Almost exactly two years ago, I posted about making your own powdered eggs. At the time, I knew that eggs were only the tip of the iceberg when it comes to making your own dehydrated foods at home, and I had every intention of testing and posting additional recipes here on the blog. But life got busy, as it does, and I had all but forgotten my plan to feature more dehydrated foods. Until now! :-)
This idea caught my eye and reignited my excitement about making homemade powdered foods. As a lover of both garlic and onions, making my own garlic and onion powder at home sounded very enticing! For those of you who grow your own garlic or onions (or buy them in bulk seasonally,) finding a suitable place to store them can be difficult. Garlic and onions require cool, dark places with ample air circulation to prevent them from spoiling or sprouting. Powdering your garlic and onions is a simple solution to this problem, and it will save you a lot of space in your garage or cellar!
Compared to store-bought garlic and onion powders, homemade powders are much more flavorful and contain no added fillers. And they’re easy to make too! Give it a try for yourself!
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Homemade Garlic & Onion Powder
Start by peeling your onions and/or garlic. Here’s a tip for quickly peeling garlic: place the cloves in a container with a tight-fitting lid, then shake the container forcefully for a minute or so. Pick out the loose skins, replace the lid, and keep shaking until all the skins have come off.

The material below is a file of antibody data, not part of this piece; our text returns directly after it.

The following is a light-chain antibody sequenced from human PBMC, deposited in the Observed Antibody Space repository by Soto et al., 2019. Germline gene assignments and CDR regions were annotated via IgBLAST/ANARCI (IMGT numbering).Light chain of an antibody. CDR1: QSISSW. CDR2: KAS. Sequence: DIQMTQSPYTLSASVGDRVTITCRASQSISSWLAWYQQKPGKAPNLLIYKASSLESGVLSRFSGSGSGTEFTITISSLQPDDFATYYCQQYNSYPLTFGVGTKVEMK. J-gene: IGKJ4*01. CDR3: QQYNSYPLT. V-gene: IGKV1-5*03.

Slice the onions or garlic as thinly as possible. We used a mandolin slicer on it’s thinnest setting, but you could also use a vegetable peeler if you don’t have a mandolin.
Preheat your oven to its lowest temperature. The oven at our studio only goes as low as 170, but 150 is the recommended temperature.
Place a single layer of the garlic or onions onto a baking sheet, and place in the oven to dehydrate completely, for up to 4 hours.
Time will vary based on your oven heat and how thin your slices are, so just check on them every hour or so, removing the dry pieces as needed. They should be completely dry, and break quite easily.
When the garlic or onions are dry, grind them into a powder using a clean coffee grinder, a blender, a food processor, or with a mortar and pestle.
If there are still any large pieces in your powder after grinding, you can pour the powder through a sieve to remove them.
The amount of powder you end up with will vary greatly based on the size of your produce and its water content. For us, two onions yielded about a 1/4 cup of onion powder, and a head of garlic yielded 2-3 tablespoons of garlic powder.
Store the powder in an airtight glass jar. Use in any recipe that calls for garlic or onion powder, or use it to add additional flavor to just about anything.
Homemade garlic and onion powder will be more potent than store-bought powders, so I don’t recommend substituting the homemade stuff at a one-to-one ratio. Add a little bit of powder at a time, tasting as you go, until you achieve the desired flavor.